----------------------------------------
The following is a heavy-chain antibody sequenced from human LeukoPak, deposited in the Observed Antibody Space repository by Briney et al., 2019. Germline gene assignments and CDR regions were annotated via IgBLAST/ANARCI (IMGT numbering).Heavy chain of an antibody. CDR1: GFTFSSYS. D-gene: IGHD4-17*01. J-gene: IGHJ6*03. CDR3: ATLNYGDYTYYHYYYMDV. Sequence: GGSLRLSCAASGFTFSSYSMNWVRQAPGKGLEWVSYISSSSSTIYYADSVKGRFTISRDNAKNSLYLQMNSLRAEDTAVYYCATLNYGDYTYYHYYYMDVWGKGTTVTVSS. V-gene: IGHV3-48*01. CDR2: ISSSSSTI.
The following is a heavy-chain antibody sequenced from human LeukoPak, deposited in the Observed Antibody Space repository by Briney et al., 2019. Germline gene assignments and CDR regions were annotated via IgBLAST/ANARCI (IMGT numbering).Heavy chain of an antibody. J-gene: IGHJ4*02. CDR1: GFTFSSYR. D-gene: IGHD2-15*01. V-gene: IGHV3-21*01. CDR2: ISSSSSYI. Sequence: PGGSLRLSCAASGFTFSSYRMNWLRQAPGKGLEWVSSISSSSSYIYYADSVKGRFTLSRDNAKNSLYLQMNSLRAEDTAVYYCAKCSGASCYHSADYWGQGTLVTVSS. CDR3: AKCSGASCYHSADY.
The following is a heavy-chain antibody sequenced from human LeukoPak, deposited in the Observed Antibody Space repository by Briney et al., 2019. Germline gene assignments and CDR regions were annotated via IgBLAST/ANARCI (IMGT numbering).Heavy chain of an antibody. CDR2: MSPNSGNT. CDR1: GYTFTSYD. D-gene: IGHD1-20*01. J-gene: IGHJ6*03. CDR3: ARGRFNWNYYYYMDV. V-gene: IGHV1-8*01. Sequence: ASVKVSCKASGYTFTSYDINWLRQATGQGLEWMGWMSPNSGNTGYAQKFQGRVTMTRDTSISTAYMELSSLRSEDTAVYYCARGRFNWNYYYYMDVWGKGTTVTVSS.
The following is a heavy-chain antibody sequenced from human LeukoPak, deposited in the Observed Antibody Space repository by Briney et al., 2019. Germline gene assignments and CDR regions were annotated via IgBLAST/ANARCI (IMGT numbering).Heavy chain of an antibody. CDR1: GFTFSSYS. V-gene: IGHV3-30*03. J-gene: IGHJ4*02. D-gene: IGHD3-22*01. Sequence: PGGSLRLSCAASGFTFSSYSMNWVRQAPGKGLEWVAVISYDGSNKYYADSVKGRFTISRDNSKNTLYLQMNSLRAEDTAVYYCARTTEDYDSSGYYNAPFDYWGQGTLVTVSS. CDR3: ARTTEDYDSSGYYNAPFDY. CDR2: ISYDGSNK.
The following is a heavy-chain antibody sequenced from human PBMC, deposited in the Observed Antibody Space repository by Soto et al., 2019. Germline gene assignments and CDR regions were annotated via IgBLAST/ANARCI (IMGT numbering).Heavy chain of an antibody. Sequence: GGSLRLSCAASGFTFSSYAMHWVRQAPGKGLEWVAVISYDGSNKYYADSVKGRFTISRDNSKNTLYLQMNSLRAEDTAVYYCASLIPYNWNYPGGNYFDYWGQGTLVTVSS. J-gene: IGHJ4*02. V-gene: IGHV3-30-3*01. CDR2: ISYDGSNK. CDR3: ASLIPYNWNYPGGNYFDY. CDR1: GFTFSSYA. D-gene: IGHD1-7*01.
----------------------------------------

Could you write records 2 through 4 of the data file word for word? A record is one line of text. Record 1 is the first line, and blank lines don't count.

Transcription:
The following is a heavy-chain antibody sequenced from human LeukoPak, deposited in the Observed Antibody Space repository by Briney et al., 2019. Germline gene assignments and CDR regions were annotated via IgBLAST/ANARCI (IMGT numbering).Heavy chain of an antibody. J-gene: IGHJ4*02. CDR1: GFTFSSYR. D-gene: IGHD2-15*01. V-gene: IGHV3-21*01. CDR2: ISSSSSYI. Sequence: PGGSLRLSCAASGFTFSSYRMNWLRQAPGKGLEWVSSISSSSSYIYYADSVKGRFTLSRDNAKNSLYLQMNSLRAEDTAVYYCAKCSGASCYHSADYWGQGTLVTVSS. CDR3: AKCSGASCYHSADY.
The following is a heavy-chain antibody sequenced from human LeukoPak, deposited in the Observed Antibody Space repository by Briney et al., 2019. Germline gene assignments and CDR regions were annotated via IgBLAST/ANARCI (IMGT numbering).Heavy chain of an antibody. CDR2: MSPNSGNT. CDR1: GYTFTSYD. D-gene: IGHD1-20*01. J-gene: IGHJ6*03. CDR3: ARGRFNWNYYYYMDV. V-gene: IGHV1-8*01. Sequence: ASVKVSCKASGYTFTSYDINWLRQATGQGLEWMGWMSPNSGNTGYAQKFQGRVTMTRDTSISTAYMELSSLRSEDTAVYYCARGRFNWNYYYYMDVWGKGTTVTVSS.
The following is a heavy-chain antibody sequenced from human LeukoPak, deposited in the Observed Antibody Space repository by Briney et al., 2019. Germline gene assignments and CDR regions were annotated via IgBLAST/ANARCI (IMGT numbering).Heavy chain of an antibody. CDR1: GFTFSSYS. V-gene: IGHV3-30*03. J-gene: IGHJ4*02. D-gene: IGHD3-22*01. Sequence: PGGSLRLSCAASGFTFSSYSMNWVRQAPGKGLEWVAVISYDGSNKYYADSVKGRFTISRDNSKNTLYLQMNSLRAEDTAVYYCARTTEDYDSSGYYNAPFDYWGQGTLVTVSS. CDR3: ARTTEDYDSSGYYNAPFDY. CDR2: ISYDGSNK.